Mission, 5th December

Excerpts from the manuscript  “Wild Bill Crump”, written by S.E Crump and (c) J.W.CRUMP & S.E.CRUMP.

At an 07:15 briefing the Group were informed that Field order1374A ordered them to provide penetration target and withdrawal support to the 6th Combat group 2nd force 1st Division B-17`s, part of a large combined force of 1st and 3rd Division B-17`s totalling 456 aircraft that would be bombing munitions and tank works in Berlin whilst a further force of 135 2nd Division B-24`s attacked rail yards in Munster. With the Squadron going to the big `B`, they were fairly certain they would run in to the enemy. The Squadron took off and made R/V at 09:41 at Egmond at 22,000 ft with the thirty nine B-17`s of the 401st bomb group flying in good formation.

They escorted them through the target, which because of virtually complete cloud cover had to be bombed using PFF (radar) techniques, and then out again. Just west of Steinhuder Lake on the way home, two twin engine jets were seen (both later identified as ME-262`s) but on each occasion they were unable to engage them. In the first incident the Squadron were flying at 25,000 feet with Ray and Andy in the same flight, Ray on the wing of the flight leader Captain Hockmeyer and Andy on the wing of Lieutenant Nebinger. Suddenly the bogie had appeared from above heading straight at the flight at high speed. The aircraft did not fire but going at a tremendous rate passed directly under the flight, at which they could look down and see the black crosses on its wings. Andy yelled “it’s a blow job” a somewhat unique term that he used to describe jets. Immediately the whole flight tried to turn tightly, without stalling, in an effort to pursue the aircraft. But before they could complete their turns a pair of blue nosed P-51’s came screaming past from above trying to catch what could now be seen to be a fleeing ME-262, no doubt low on ammo and fuel. The flight rejoined the Squadron and the bombers were left as scheduled over the Zuider Zee at 13:15 five miles south of Keppel at 25,000 ft. For the 360th the escort had been uneventful, but for most of the other 8th Air Force units in the air, including flights from the Group’s other two squadrons it was an entirely different story.

The German early warning radar had picked up the large force of bombers, and their even larger number of almost 900 escort aircraft as they had headed towards German capital. The German fighter force was alerted, and by the time the stream of heavies had approached their targets, large formations of enemy fighters were there to receive them, and a monumental aerial battle ensued. A roving 361st Squadron under Captain Gansberg in the Wittenberge area north east of Berlin, saw contrails bearing down on the bombers, just as they were leaving the target. Wing tanks were jettisoned and everything pushed forward in a race to engage the enemy before they intercepted the bombers. A force of between 40-60 FW-190`s were identified which veered to the southeast to avoid the P-51`s but there was no escape and in a furious fifteen minutes nine FW-190`s were destroyed and one damaged. A flight of the 359th joined in and claimed five destroyed and one damaged but lost one pilot, the 361st losing four pilots including Capt Gansberg (one Captain Tarbutton was later reported a P.O.W.). In skies that had been largely devoid of targets for the 360th, the 8th Air Force fighters that did encounter the enemy claimed 87 confirmed victories, the 357th Fighter Group leading with 22 claims followed by the 479th with 14.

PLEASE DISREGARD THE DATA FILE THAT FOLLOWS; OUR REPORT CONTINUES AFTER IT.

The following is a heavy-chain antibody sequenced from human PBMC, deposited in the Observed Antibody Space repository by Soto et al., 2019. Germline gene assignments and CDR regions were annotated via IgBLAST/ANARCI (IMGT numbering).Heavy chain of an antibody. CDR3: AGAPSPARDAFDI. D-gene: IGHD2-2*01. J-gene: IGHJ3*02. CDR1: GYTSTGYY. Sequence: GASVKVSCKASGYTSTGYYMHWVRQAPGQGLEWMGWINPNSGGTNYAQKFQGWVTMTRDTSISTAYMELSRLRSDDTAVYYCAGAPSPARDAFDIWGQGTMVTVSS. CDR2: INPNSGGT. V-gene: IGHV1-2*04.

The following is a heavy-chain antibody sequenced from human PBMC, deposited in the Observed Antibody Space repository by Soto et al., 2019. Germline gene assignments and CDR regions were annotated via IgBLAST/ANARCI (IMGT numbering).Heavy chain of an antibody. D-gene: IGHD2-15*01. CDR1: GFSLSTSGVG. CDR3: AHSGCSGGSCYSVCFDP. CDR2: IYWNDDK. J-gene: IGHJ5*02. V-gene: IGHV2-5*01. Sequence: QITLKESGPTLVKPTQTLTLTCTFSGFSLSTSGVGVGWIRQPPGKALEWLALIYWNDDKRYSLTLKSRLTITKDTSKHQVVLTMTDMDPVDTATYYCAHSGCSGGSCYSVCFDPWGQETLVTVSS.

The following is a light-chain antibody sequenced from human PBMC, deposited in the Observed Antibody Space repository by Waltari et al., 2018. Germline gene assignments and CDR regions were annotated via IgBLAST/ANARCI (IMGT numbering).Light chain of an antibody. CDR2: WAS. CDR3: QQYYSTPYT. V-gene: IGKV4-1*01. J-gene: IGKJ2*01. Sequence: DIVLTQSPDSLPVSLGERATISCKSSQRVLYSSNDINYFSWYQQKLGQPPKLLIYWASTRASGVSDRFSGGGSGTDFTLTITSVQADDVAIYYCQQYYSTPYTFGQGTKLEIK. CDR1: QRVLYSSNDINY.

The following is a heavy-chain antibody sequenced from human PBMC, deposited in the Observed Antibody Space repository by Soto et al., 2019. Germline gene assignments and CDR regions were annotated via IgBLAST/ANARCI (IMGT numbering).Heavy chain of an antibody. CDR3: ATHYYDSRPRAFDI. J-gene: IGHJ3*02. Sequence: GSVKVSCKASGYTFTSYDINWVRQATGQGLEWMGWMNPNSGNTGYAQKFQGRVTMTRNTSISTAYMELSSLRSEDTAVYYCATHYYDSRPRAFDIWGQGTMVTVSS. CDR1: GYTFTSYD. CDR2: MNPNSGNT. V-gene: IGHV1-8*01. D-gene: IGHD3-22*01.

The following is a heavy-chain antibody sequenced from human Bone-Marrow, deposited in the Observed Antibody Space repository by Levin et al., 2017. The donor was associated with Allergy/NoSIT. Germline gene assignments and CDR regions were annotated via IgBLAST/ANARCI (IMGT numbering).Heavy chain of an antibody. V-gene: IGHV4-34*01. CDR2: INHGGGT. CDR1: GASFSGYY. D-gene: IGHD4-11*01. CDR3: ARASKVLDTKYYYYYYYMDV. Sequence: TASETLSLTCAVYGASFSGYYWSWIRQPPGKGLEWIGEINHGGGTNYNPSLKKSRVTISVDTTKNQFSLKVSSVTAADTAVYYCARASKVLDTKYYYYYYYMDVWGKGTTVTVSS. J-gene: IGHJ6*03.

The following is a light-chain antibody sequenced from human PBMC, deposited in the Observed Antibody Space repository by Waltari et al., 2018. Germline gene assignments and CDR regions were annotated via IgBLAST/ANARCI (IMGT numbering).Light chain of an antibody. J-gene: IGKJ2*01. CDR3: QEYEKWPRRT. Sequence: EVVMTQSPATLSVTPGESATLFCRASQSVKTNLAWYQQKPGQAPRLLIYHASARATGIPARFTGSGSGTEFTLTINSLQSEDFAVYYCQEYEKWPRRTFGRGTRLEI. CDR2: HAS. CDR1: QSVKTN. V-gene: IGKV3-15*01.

The ME-262 called out by Andy, had been pursued by Lieutenants Grabovski and Wensch of the 352nd Fighter Group. Grabovski had fired several bursts at the jet from long range with no results, before getting in one burst that caused the 262`s right engine to smoke. But unable to close they had both broken off and headed home, Grabovski’s probable, the only aerial jet claim of the day.

Line up

Maj Wood Lt Laviolette
Lt Ragsdale Lt Ciocchi
Capt Yannell Lt Carlson
Lt Dunn Lt Gatlin
Capt Borelli Lt Peacock
Lt Switzer Lt Quigley
Lt Gleason Lt Crump
Lt Ceraolo Lt Welch

Capt Hockmeyer

Capt Ellingson

Lt Burwell Lt Paquet

Lt Nebinger Capt Pleasant

Lt Andrino

The force attacking Berlin, the primary target being Tegel on the Western edge of the city with its Rheinmetall Borsig AG plant, was split into two. The 1st force comprising the 3rd Division carried high explosive bombs, while the 2nd force comprising the 1st Division carried a mix of G.P. and incendiary bombs, in the hope of starting fires in the shattered buildings.

Flak over Berlin was only moderate and largely inaccurate, though several rockets were seen to rise and explode near the bomber formations, the Squadrons charge’s the 401st Bomb Group were able to complete their mission untroubled by the flak or enemy fighters. In spite of the flak being light, it still claimed most of the 1st Divisions nine losses on the day, 3 aircraft from the 91st and 303rd Bomb Groups, 2 from the 306th and 1 from the 351st.